Parents reject foreign principal and shut down school

Parents have shut down the Shaviyani Feydhoo school for two days by refusing to send their children to school.

The school, which had around 170 students, was closed on Sunday and Monday because parents were unhappy that a principal had not been appointed despite the academic year having already started.

The previous principal, Mathew Varugees, returned to India at the end of last year.

Aishath Mohamed from the school’s parent teacher association said “The parents are not happy. The school is being run without a princiapal and it is affecting the studies of the children.”

“The old principal could not speak Dhivehi and many parents can’t speak English, so there was a major communication issue,” she said. “We had many issues to discuss but it was not possible and no one was happy with the situation. Even Mr Varugees agreed there was a communication problem – that is why he left, he said this school needed a Maldivian principal.”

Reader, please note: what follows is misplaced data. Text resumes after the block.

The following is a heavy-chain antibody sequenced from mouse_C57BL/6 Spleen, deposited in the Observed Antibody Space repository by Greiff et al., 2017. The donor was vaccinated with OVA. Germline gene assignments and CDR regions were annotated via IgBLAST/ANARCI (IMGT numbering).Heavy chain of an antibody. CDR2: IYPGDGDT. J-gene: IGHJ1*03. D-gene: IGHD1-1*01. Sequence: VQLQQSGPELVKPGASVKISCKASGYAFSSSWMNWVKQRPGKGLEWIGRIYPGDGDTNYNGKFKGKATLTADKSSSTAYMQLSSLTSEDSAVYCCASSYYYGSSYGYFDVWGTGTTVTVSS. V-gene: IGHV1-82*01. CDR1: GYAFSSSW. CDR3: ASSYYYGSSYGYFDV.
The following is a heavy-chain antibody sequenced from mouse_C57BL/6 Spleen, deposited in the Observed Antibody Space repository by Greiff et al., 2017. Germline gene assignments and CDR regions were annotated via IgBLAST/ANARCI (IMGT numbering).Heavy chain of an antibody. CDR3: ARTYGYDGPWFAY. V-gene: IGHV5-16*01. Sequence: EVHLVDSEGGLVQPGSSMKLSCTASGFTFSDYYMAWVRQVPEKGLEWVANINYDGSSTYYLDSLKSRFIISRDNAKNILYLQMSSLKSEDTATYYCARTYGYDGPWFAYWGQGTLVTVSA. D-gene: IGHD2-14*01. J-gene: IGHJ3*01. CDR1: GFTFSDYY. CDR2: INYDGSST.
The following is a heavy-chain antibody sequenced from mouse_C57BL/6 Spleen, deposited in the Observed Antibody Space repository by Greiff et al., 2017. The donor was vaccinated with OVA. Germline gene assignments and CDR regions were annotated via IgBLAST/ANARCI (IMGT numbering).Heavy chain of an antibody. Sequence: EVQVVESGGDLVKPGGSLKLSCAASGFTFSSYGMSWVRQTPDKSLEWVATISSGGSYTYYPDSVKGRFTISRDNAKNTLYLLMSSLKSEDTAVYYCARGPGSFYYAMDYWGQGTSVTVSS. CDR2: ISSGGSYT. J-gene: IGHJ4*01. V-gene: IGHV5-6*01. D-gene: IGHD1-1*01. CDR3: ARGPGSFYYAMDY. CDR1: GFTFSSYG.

Aishath said a senior teacher, Mohamed Shahid, had been running the school in the interim, “but he only agreed to stay until the start of the school year, when a new principal was promised.”

Parents have gone to the island office and demanded a new principal within the next two weeks.

Principal was arranged

Their story clashes with that of the Feydhoo councilor, Mohamed Mustafa Ismail.

“A principal was arranged for our school by the education ministry. Everything was ready including accommodation and transfer,” he said.

“But when the parents found he was not a Maldivian principal, they didn’t accept it. They gathered outside the island office and said not to bring the principal, because they would not let him set foot on the island.

“Obviously we had to let the ministry know that we could’t bring him here, and they have now said they can’t find a Maldivian for the position.”

Mustafa said while the parents had given the government two weeks to find a Maldivian principal, “it’s not like we can go to a shop and buy one. It’s hard to find Maldivians who are qualified for the job.”

He blamed the teachers for failing to show teamwork with foreign principals.

“Good teamwork is needed to work when working with foreign people, but the Maldivian teachers don’t like it and they tell the parents who then react this way,” he said

“By closing down the school the parents have got it wrong. It is not the solution.”